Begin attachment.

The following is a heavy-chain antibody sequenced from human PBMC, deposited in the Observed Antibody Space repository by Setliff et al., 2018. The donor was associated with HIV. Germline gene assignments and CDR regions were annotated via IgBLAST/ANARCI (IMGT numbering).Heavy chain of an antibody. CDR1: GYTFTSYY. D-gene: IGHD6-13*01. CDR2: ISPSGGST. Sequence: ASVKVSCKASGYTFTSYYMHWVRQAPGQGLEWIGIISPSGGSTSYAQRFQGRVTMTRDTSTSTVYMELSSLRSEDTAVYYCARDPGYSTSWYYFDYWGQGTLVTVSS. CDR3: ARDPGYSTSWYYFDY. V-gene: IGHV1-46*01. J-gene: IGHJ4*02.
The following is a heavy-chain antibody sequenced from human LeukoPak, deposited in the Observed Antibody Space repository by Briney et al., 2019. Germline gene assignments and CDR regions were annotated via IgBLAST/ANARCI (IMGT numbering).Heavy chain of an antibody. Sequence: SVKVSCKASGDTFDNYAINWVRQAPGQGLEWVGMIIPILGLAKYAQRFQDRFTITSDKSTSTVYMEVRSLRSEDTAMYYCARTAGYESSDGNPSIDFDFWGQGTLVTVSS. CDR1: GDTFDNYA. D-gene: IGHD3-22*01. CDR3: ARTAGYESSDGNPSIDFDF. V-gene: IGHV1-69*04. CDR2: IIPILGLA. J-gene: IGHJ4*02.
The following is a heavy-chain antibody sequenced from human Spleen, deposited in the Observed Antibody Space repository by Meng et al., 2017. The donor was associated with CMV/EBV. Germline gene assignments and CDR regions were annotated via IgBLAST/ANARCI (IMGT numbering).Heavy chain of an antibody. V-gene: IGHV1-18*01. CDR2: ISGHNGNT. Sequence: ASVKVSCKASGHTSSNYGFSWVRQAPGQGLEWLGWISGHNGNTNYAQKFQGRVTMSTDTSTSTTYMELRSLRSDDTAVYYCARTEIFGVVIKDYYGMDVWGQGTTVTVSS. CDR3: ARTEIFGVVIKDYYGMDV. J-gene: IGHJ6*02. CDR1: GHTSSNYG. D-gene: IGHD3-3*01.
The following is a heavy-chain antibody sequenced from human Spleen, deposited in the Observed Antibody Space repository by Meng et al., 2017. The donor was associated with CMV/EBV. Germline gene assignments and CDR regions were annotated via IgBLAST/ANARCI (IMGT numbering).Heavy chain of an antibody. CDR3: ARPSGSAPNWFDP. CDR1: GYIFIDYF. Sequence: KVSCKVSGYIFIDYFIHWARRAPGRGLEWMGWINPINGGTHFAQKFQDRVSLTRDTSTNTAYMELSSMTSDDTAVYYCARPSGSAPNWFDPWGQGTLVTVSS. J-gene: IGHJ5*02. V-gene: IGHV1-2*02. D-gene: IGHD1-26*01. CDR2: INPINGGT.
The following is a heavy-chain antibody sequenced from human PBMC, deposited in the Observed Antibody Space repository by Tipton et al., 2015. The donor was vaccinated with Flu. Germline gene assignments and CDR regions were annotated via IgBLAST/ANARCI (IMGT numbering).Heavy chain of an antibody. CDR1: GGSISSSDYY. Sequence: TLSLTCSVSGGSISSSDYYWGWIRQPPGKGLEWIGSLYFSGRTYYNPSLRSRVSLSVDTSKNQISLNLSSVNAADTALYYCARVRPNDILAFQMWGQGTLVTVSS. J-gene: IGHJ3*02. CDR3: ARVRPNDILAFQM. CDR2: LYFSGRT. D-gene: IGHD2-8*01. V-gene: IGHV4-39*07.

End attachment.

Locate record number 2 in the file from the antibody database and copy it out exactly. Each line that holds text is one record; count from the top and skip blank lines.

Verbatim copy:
The following is a heavy-chain antibody sequenced from human LeukoPak, deposited in the Observed Antibody Space repository by Briney et al., 2019. Germline gene assignments and CDR regions were annotated via IgBLAST/ANARCI (IMGT numbering).Heavy chain of an antibody. Sequence: SVKVSCKASGDTFDNYAINWVRQAPGQGLEWVGMIIPILGLAKYAQRFQDRFTITSDKSTSTVYMEVRSLRSEDTAMYYCARTAGYESSDGNPSIDFDFWGQGTLVTVSS. CDR1: GDTFDNYA. D-gene: IGHD3-22*01. CDR3: ARTAGYESSDGNPSIDFDF. V-gene: IGHV1-69*04. CDR2: IIPILGLA. J-gene: IGHJ4*02.